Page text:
"She's dynamic," says John Poswall, an attorney who has served 14 years on the WEAVE board and who participated in Bautista's hiring. "She has a passion in her life for public service. But not just passion. She also has competence in training with her MBA. She has tremendous organizational skills."
Poswall views Bautista as the new prototype CEO of successful nonprofits, heretofore run on fumes of idealism and frayed shoestrings.
"It's not enough to be passionate about a cause," cautions Poswall. "You have to be able to manage hundreds of people. And you absolutely have to know how to raise revenue. You can't rely on government grants."
Given WEAVE's problems of the past, he adds, "There is a realization that nonprofits are coming to: You have to understand marketing. WEAVE is marketing a message. And marketing is marketing."
Bautista is sitting in her executive office, housed in a nondescript warehouse at 19th and K streets.
There's a long conference table, various pieces of Latin American art (a passion of hers), piles of reports, a rotating computer screensaver text block that boasts "I'm The Boss" and a small refrigerator, which, she shudders, is probably stocked with decaying fruit and fuzzy yogurt.
Bautista, 38, has shoulder-length brown hair, gray-blue eyes, bright red nail polish. Tall, at 5-foot-8, she is wearing a black blouse, a cranberry jacket. She has a tiny St. Christopher's medal around her neck.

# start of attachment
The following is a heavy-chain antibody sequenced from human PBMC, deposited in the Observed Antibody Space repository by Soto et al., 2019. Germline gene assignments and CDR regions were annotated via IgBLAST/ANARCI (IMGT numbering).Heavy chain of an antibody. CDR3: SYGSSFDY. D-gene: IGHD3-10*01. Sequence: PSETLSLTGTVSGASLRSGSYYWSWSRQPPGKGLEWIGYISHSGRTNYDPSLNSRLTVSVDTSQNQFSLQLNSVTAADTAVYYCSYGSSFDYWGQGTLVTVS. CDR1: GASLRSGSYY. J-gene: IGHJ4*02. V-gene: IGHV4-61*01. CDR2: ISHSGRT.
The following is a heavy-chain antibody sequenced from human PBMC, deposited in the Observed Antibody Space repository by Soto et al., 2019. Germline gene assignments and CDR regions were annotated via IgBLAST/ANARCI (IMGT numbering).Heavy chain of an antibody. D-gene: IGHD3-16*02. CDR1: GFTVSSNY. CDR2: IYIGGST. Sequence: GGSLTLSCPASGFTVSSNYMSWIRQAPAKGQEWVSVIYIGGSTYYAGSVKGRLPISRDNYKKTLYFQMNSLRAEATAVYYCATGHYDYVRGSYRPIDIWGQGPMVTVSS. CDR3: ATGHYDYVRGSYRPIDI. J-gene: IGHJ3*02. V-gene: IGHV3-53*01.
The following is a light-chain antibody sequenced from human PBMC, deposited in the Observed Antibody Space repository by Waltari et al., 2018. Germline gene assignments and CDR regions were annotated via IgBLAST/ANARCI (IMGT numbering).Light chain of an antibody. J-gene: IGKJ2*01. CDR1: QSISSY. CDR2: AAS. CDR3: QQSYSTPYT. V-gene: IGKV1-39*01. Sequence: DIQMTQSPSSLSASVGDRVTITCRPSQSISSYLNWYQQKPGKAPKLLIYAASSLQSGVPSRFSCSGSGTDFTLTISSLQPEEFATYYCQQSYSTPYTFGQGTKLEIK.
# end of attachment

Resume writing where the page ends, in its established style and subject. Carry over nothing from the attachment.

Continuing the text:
In truth, Bautista doesn't need any talisman. She is a formidable woman - bright, articulate, charming. But her most salient feature is her humor. In a grave agency where one expects whispers, Bautista has this rich laugh. And the foremost target of her humor is her own manifold plights and deficiencies.
For example, take what she ruefully calls her "enforced celibacy" - the dilemma of a single woman heading a women's shelter. WEAVE is no date magnet.
"When I tell men I date what I do for a living," she begins, "they go 'Oh, oh, oh ... well, ah.' The tone changes. Everything changes." She laughs.
Asked just what their fear is, she says, "I guess that I'm going to take them to some street demonstration. They always ask a range of questions, like, 'Were you raped?' 'Were you ever sexually assaulted?' 'Have you ever had experiences like that?' "
Bautista, looking solemn, relieved, says, in response, "No, I'm not a victim of rape or sexual assault. I've never been in a violent relationship."
She went through an amicable divorce 2 1/2 years ago. Bautista is her ex-husband's last name. She speaks fluent Spanish, the result of working in Equatorial Guinea, a Spanish-speaking nation in West Africa.
This July marks her second anniversary at WEAVE. "Two years!" she cries, heaving a sigh. "It feels like 10 years! It's been a lot of work in a short period of time. But I think we have a strong leadership team now."